Some friends, the thumbs up, and some snow capped Andes

We made the lake at about 11:30 a.m. and it was absolutely beautiful. Serene, pure, quiet, the lake sat beneath a huge glacier.A cold rain began to fall as Katherine and I, along with Callan, her mom Sandra and her dad Kevin, stripped down to our bathing suits to prepare for the plunge. Katherine had to go behind a rock to get into her suit and was actually standing in snow while changing. We were the first ones in and our bodies were in shock. I swam out a few yards and convinced Katherine to follow. We posed for a few shots, then quickly swam back in. My whole upper chest was numb. We dried off and got back into warmer clothes. The rain was still falling as we ate our snack in the company of the lake. As the adrenaline wore off, we all ate in silence, spending time with ourselves, with our spirits. We headed back to the lodge and arrived at 1:30 to a delicious hot lunch.

A mid mountain dip

Glacial lake

 

 

 

 

 

 

 

 

 

For an extra $60 per person we were offered horseback riding at the lodge for two hours. Uh, let me think about that, $120.00 for two hours of riding horses through the Peruvian Andes? Sign me the fuck up! Victor, a local rancher, showed up despite the forest rain at 2:30 p.m. with three horses. We were tired and wet but as soon as we saw those horses approaching youth came in for a night cap. Victor could not speak one word of English. We saddled up and smiled as consent.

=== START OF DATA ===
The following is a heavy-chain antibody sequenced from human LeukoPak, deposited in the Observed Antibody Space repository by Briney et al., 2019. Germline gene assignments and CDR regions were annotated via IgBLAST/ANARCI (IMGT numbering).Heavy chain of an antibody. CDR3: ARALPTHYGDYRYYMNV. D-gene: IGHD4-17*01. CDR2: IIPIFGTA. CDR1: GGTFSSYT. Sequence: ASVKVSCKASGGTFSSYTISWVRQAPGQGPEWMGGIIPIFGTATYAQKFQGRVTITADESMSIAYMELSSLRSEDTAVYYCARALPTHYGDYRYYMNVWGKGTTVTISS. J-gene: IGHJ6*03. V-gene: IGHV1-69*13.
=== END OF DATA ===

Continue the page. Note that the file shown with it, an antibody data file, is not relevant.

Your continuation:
Victor lead us up a mountain pass, turning around frequently to make sure we were following. He would point out things and speak in Quechua. Katherine and I tried our best to communicate. My horse’s name was Amida, Katherine’s was Deba and Victor’s Lemochello. The mountain side was beautiful and as the rain had let up different parts of the earth were steaming. We were surrounded by snow cap peaks on all sides and Cara Cara falcons flew overhead. The day was gray but our bodies were warm against the horse. Victor led us through some tight paths and across a few streams at which our horses drank. I asked Victor if we could go “mas rapido” and he smiled and led us back down to the dirt road that just the day before we had walked in to the lodge. We trotted and then galloped away from the lodge, Victor pulling up every half mile or so to make sure we all stayed in control. At last we turned around to go back to the lodge. It was here that my real ride began. It turns out Amida, like her rider, always likes seeing the end of her workday. This horse was a bullet and I rode her hard.  We flew down the road, into a meadow, over a stone wall.  Katherine said I held one hand in the air and was just yelling “Yah, yah, yah.”  The mountain peaks surrounded me as I flew across the terrain.  I had never ridden a horse like this and the whole ride seemed surreal.  It was my horse and me alone in the universe. Again, I felt that some of my dead heroes were smiling down on the scene.I gave Victor a few soles for a tip and an LED flashlight. He gave me a hug and the best horseback riding experience of my life.

Amida and I

Katherine and Victor

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2 Responses to “tonight… we are young / Peru part 1”


  1. 1 Charlotte
    April 10, 2012 at 11:35 pm

    your trip looks amazing! I really enjoyed reading about it.

  2. 2 Missy
    April 11, 2012 at 11:54 am

    Trulyl amazing! I felt like i was there with you, wish I was! One day I will take a vacation like you two do. I’ll make sure to let you go on a few more and then you tell me which one was the absolute best!